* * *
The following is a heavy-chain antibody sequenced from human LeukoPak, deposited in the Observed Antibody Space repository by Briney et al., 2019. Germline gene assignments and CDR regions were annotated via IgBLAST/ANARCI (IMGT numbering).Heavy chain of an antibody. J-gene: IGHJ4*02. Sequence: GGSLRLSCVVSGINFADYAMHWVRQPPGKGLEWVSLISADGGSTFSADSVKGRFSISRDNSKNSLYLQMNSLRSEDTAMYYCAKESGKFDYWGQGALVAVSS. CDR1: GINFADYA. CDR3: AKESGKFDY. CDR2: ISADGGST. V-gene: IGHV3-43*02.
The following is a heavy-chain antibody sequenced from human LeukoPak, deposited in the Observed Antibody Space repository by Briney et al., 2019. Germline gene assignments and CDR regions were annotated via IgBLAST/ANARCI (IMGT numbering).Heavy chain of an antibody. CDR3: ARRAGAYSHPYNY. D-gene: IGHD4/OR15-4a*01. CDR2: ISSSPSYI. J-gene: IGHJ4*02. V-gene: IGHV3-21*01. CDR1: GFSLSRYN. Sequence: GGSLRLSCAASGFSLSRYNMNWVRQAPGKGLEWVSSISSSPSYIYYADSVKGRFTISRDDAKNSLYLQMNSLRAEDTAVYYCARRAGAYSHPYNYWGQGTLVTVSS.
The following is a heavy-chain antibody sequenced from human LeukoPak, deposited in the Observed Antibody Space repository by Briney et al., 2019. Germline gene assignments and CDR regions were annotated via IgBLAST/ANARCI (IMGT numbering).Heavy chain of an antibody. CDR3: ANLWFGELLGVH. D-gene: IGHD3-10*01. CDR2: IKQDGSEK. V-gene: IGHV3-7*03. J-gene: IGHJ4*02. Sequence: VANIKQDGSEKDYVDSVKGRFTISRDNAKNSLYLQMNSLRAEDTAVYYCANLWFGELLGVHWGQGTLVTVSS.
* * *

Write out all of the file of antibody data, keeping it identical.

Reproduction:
The following is a heavy-chain antibody sequenced from human LeukoPak, deposited in the Observed Antibody Space repository by Briney et al., 2019. Germline gene assignments and CDR regions were annotated via IgBLAST/ANARCI (IMGT numbering).Heavy chain of an antibody. J-gene: IGHJ4*02. Sequence: GGSLRLSCVVSGINFADYAMHWVRQPPGKGLEWVSLISADGGSTFSADSVKGRFSISRDNSKNSLYLQMNSLRSEDTAMYYCAKESGKFDYWGQGALVAVSS. CDR1: GINFADYA. CDR3: AKESGKFDY. CDR2: ISADGGST. V-gene: IGHV3-43*02.
The following is a heavy-chain antibody sequenced from human LeukoPak, deposited in the Observed Antibody Space repository by Briney et al., 2019. Germline gene assignments and CDR regions were annotated via IgBLAST/ANARCI (IMGT numbering).Heavy chain of an antibody. CDR3: ARRAGAYSHPYNY. D-gene: IGHD4/OR15-4a*01. CDR2: ISSSPSYI. J-gene: IGHJ4*02. V-gene: IGHV3-21*01. CDR1: GFSLSRYN. Sequence: GGSLRLSCAASGFSLSRYNMNWVRQAPGKGLEWVSSISSSPSYIYYADSVKGRFTISRDDAKNSLYLQMNSLRAEDTAVYYCARRAGAYSHPYNYWGQGTLVTVSS.
The following is a heavy-chain antibody sequenced from human LeukoPak, deposited in the Observed Antibody Space repository by Briney et al., 2019. Germline gene assignments and CDR regions were annotated via IgBLAST/ANARCI (IMGT numbering).Heavy chain of an antibody. CDR3: ANLWFGELLGVH. D-gene: IGHD3-10*01. CDR2: IKQDGSEK. V-gene: IGHV3-7*03. J-gene: IGHJ4*02. Sequence: VANIKQDGSEKDYVDSVKGRFTISRDNAKNSLYLQMNSLRAEDTAVYYCANLWFGELLGVHWGQGTLVTVSS.